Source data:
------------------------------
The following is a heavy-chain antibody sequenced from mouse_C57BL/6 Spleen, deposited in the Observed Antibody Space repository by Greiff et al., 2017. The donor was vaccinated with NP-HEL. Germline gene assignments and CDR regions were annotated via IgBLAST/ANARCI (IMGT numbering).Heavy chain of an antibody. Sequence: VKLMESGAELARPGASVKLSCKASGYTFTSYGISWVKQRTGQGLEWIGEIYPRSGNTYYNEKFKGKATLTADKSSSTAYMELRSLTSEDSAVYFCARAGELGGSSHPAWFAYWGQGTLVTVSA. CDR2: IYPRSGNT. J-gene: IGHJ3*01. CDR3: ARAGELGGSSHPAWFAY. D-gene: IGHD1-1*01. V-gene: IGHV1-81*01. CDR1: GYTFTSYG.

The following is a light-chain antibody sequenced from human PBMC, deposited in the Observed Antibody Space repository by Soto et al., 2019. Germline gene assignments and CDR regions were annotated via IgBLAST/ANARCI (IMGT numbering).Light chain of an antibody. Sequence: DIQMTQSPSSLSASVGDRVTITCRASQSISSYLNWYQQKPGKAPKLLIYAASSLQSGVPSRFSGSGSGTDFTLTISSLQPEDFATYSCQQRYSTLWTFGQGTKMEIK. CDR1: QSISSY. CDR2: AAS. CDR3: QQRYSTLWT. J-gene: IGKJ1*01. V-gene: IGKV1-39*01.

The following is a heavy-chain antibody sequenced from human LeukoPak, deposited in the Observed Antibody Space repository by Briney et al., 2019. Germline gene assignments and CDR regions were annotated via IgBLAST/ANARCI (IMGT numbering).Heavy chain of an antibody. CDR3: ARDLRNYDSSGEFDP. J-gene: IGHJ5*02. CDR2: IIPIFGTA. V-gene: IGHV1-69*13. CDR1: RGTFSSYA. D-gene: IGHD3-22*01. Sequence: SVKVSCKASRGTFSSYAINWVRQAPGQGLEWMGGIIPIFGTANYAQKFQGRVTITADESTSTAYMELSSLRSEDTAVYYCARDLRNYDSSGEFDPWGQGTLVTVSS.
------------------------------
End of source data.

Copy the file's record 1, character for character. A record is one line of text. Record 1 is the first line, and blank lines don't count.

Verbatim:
The following is a heavy-chain antibody sequenced from mouse_C57BL/6 Spleen, deposited in the Observed Antibody Space repository by Greiff et al., 2017. The donor was vaccinated with NP-HEL. Germline gene assignments and CDR regions were annotated via IgBLAST/ANARCI (IMGT numbering).Heavy chain of an antibody. Sequence: VKLMESGAELARPGASVKLSCKASGYTFTSYGISWVKQRTGQGLEWIGEIYPRSGNTYYNEKFKGKATLTADKSSSTAYMELRSLTSEDSAVYFCARAGELGGSSHPAWFAYWGQGTLVTVSA. CDR2: IYPRSGNT. J-gene: IGHJ3*01. CDR3: ARAGELGGSSHPAWFAY. D-gene: IGHD1-1*01. V-gene: IGHV1-81*01. CDR1: GYTFTSYG.